Don’t “All Cows Eat Grass”? I was pretty sure it was more than a mnemonic used to teach children to read music. Apparently, commercially-raised cows have been switched to a grain feed. Apparently, the mnemonic isn’t as accurate as it once was…
Excerpt from Ecoholic
“Grass-fed cows are said to be much healthier (the animals get sick less and their meat is more nutritious to the end consumer) than a typical grain-fed cow. In fact, USDA researchers have found that hay- or grass-fed cows are less likely to have E. coli in their digestive tracts than grain-fed types (and that’s a good thing, considering E. coli might otherwise contaminate your burger). But there are no federal standards or enforcement mechanisms in place for this label.”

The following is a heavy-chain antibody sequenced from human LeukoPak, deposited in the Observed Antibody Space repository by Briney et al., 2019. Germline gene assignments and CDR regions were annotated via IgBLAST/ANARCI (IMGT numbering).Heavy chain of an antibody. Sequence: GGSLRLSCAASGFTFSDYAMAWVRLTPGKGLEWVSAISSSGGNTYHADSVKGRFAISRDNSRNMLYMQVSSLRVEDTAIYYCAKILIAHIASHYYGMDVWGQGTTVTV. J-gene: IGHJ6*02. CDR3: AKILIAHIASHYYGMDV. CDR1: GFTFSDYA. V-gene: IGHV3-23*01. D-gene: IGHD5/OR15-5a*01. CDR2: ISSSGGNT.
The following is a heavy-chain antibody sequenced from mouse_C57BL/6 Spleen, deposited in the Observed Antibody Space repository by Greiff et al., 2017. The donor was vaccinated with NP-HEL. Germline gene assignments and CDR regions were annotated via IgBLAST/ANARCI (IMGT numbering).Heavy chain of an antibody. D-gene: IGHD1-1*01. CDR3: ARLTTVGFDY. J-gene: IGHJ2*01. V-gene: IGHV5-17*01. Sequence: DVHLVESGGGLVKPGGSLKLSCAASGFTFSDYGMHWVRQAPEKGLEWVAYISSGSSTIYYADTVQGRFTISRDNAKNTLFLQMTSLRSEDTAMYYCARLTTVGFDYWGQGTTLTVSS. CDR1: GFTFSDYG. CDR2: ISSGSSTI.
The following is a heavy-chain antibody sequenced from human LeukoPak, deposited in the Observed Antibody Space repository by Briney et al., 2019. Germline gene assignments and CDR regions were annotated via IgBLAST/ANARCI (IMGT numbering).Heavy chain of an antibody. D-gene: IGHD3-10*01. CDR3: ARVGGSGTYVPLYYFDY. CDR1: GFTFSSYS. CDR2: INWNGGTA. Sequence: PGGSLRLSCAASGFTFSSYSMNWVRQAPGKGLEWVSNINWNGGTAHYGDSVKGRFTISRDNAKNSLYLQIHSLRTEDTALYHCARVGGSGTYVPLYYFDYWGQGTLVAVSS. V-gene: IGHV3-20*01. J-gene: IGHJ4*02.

Excerpt from Grass-Fed-Beef-101.com
“Currently the United States Department of Agriculture has not adopted an official definition of Grass Fed Beef. There are two terms, often used interchangeably that people find confusing, they are; Grass Fed Beef and Grass Finished Beef.”
“The definition of Grass Fed Beef generally means beef from cattle that have eaten only grass or forage throughout their lives, however some producers do call their beef grass fed but then actually finish the animals on grain for the last 90 to 160 days before slaughter.
A more specific definition is Grass Finished Beef. Finishing is just another word for the time that cattle are normally fattened for the last few months before processing. Typically, feed lots finish cattle for 90 to 160 days on grain, usually corn, whereas, grass finished cattle are fattened on grass only, until the day that they are processed.”